full transcript

From the Ted Talk by Chrystia Freeland: The rise of the new global super-rich

Unscramble the Blue Letters

So what's not to like? Well, a few things. One of the things that worries me is how easily what you might call meritocratic plutocracy can become crnoy plutocracy. Imagine you're a brilliant entrepreneur who has successfully sold that idea or that product to the global billions and become a billionaire in the perscos. It gets tempting at that point to use your economic nous to manipulate the rules of the gaboll political economy in your own favor. And that's no mere hypothetical example. Think about Amazon, aplpe, Google, Starbucks. These are among the world's most admired, most beloved, most innovative companies. They also happen to be particularly adept at working the international tax system so as to lower their tax bill very, very significantly. And why stop at just palnyig the global political and economic system as it exists to your own maximum advantage? Once you have the tneroemuds eomonicc power that we're seeing at the very, very top of the ionmce diiutrtobisn and the political power that inevitably entails, it becomes tempting as well to start trying to change the rules of the game in your own fvaor. Again, this is no mere hypothetical. It's what the rssuain oligarchs did in creating the sale-of-the-century privatization of Russia's natural resources. It's one way of describing what happened with deregulation of the financial services in the U.S. and the U.K.

Open Cloze

So what's not to like? Well, a few things. One of the things that worries me is how easily what you might call meritocratic plutocracy can become _____ plutocracy. Imagine you're a brilliant entrepreneur who has successfully sold that idea or that product to the global billions and become a billionaire in the _______. It gets tempting at that point to use your economic nous to manipulate the rules of the ______ political economy in your own favor. And that's no mere hypothetical example. Think about Amazon, _____, Google, Starbucks. These are among the world's most admired, most beloved, most innovative companies. They also happen to be particularly adept at working the international tax system so as to lower their tax bill very, very significantly. And why stop at just _______ the global political and economic system as it exists to your own maximum advantage? Once you have the __________ ________ power that we're seeing at the very, very top of the ______ ____________ and the political power that inevitably entails, it becomes tempting as well to start trying to change the rules of the game in your own _____. Again, this is no mere hypothetical. It's what the _______ oligarchs did in creating the sale-of-the-century privatization of Russia's natural resources. It's one way of describing what happened with deregulation of the financial services in the U.S. and the U.K.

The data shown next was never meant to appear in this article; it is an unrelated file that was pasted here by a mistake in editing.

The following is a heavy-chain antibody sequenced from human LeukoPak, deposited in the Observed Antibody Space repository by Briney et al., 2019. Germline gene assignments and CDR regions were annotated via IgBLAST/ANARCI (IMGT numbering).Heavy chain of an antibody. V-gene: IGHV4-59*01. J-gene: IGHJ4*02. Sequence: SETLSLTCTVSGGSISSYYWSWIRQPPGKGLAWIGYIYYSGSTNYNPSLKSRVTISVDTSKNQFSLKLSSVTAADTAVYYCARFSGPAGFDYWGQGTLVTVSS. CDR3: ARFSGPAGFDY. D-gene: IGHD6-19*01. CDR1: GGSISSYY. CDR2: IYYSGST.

Solution

  1. crony
  2. favor
  3. process
  4. playing
  5. russian
  6. economic
  7. tremendous
  8. global
  9. distribution
  10. apple
  11. income

Original Text

So what's not to like? Well, a few things. One of the things that worries me is how easily what you might call meritocratic plutocracy can become crony plutocracy. Imagine you're a brilliant entrepreneur who has successfully sold that idea or that product to the global billions and become a billionaire in the process. It gets tempting at that point to use your economic nous to manipulate the rules of the global political economy in your own favor. And that's no mere hypothetical example. Think about Amazon, Apple, Google, Starbucks. These are among the world's most admired, most beloved, most innovative companies. They also happen to be particularly adept at working the international tax system so as to lower their tax bill very, very significantly. And why stop at just playing the global political and economic system as it exists to your own maximum advantage? Once you have the tremendous economic power that we're seeing at the very, very top of the income distribution and the political power that inevitably entails, it becomes tempting as well to start trying to change the rules of the game in your own favor. Again, this is no mere hypothetical. It's what the Russian oligarchs did in creating the sale-of-the-century privatization of Russia's natural resources. It's one way of describing what happened with deregulation of the financial services in the U.S. and the U.K.

Frequently Occurring Word Combinations

ngrams of length 2

collocation frequency
crony capitalism 5
surging income 3
middle class 3
technology revolution 3
industrial revolution 3
created public 3
national income 2
income distribution 2
billion dollars 2
income inequality 2
superstar effect 2
meritocratic plutocracy 2
global political 2
mere hypothetical 2
tremendous social 2

Important Words

  1. adept
  2. admired
  3. advantage
  4. amazon
  5. apple
  6. beloved
  7. bill
  8. billionaire
  9. billions
  10. brilliant
  11. call
  12. change
  13. companies
  14. creating
  15. crony
  16. deregulation
  17. describing
  18. distribution
  19. easily
  20. economic
  21. economy
  22. entails
  23. entrepreneur
  24. exists
  25. favor
  26. financial
  27. game
  28. global
  29. google
  30. happen
  31. happened
  32. hypothetical
  33. idea
  34. imagine
  35. income
  36. inevitably
  37. innovative
  38. international
  39. manipulate
  40. maximum
  41. mere
  42. meritocratic
  43. natural
  44. nous
  45. oligarchs
  46. playing
  47. plutocracy
  48. point
  49. political
  50. power
  51. privatization
  52. process
  53. product
  54. resources
  55. rules
  56. russian
  57. services
  58. significantly
  59. sold
  60. starbucks
  61. start
  62. stop
  63. successfully
  64. system
  65. tax
  66. tempting
  67. top
  68. tremendous
  69. working
  70. worries